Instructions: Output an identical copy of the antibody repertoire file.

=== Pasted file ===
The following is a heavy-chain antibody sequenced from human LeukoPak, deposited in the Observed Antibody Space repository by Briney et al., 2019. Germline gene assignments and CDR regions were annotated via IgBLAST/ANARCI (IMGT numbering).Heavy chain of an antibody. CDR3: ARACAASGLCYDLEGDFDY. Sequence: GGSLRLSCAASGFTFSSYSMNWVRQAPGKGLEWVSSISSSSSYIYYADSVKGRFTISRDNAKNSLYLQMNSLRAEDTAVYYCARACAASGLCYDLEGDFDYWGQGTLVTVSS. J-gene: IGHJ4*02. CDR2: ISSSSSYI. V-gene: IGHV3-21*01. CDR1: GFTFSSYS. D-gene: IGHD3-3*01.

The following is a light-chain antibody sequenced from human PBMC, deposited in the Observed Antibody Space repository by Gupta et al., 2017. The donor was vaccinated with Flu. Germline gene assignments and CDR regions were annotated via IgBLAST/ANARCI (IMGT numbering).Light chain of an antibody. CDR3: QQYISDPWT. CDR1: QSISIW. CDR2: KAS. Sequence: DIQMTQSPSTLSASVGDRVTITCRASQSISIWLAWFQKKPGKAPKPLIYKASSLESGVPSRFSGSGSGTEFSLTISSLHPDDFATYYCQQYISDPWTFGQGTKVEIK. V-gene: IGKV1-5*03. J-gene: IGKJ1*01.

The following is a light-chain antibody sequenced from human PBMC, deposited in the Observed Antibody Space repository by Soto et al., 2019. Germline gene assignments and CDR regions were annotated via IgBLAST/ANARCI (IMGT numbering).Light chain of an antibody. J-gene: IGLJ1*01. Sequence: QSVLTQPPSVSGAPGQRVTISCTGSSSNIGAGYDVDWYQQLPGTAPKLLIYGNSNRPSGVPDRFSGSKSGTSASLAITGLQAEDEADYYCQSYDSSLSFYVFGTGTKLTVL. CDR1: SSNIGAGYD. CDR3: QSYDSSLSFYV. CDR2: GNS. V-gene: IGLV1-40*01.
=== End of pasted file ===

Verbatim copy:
The following is a heavy-chain antibody sequenced from human LeukoPak, deposited in the Observed Antibody Space repository by Briney et al., 2019. Germline gene assignments and CDR regions were annotated via IgBLAST/ANARCI (IMGT numbering).Heavy chain of an antibody. CDR3: ARACAASGLCYDLEGDFDY. Sequence: GGSLRLSCAASGFTFSSYSMNWVRQAPGKGLEWVSSISSSSSYIYYADSVKGRFTISRDNAKNSLYLQMNSLRAEDTAVYYCARACAASGLCYDLEGDFDYWGQGTLVTVSS. J-gene: IGHJ4*02. CDR2: ISSSSSYI. V-gene: IGHV3-21*01. CDR1: GFTFSSYS. D-gene: IGHD3-3*01.

The following is a light-chain antibody sequenced from human PBMC, deposited in the Observed Antibody Space repository by Gupta et al., 2017. The donor was vaccinated with Flu. Germline gene assignments and CDR regions were annotated via IgBLAST/ANARCI (IMGT numbering).Light chain of an antibody. CDR3: QQYISDPWT. CDR1: QSISIW. CDR2: KAS. Sequence: DIQMTQSPSTLSASVGDRVTITCRASQSISIWLAWFQKKPGKAPKPLIYKASSLESGVPSRFSGSGSGTEFSLTISSLHPDDFATYYCQQYISDPWTFGQGTKVEIK. V-gene: IGKV1-5*03. J-gene: IGKJ1*01.

The following is a light-chain antibody sequenced from human PBMC, deposited in the Observed Antibody Space repository by Soto et al., 2019. Germline gene assignments and CDR regions were annotated via IgBLAST/ANARCI (IMGT numbering).Light chain of an antibody. J-gene: IGLJ1*01. Sequence: QSVLTQPPSVSGAPGQRVTISCTGSSSNIGAGYDVDWYQQLPGTAPKLLIYGNSNRPSGVPDRFSGSKSGTSASLAITGLQAEDEADYYCQSYDSSLSFYVFGTGTKLTVL. CDR1: SSNIGAGYD. CDR3: QSYDSSLSFYV. CDR2: GNS. V-gene: IGLV1-40*01.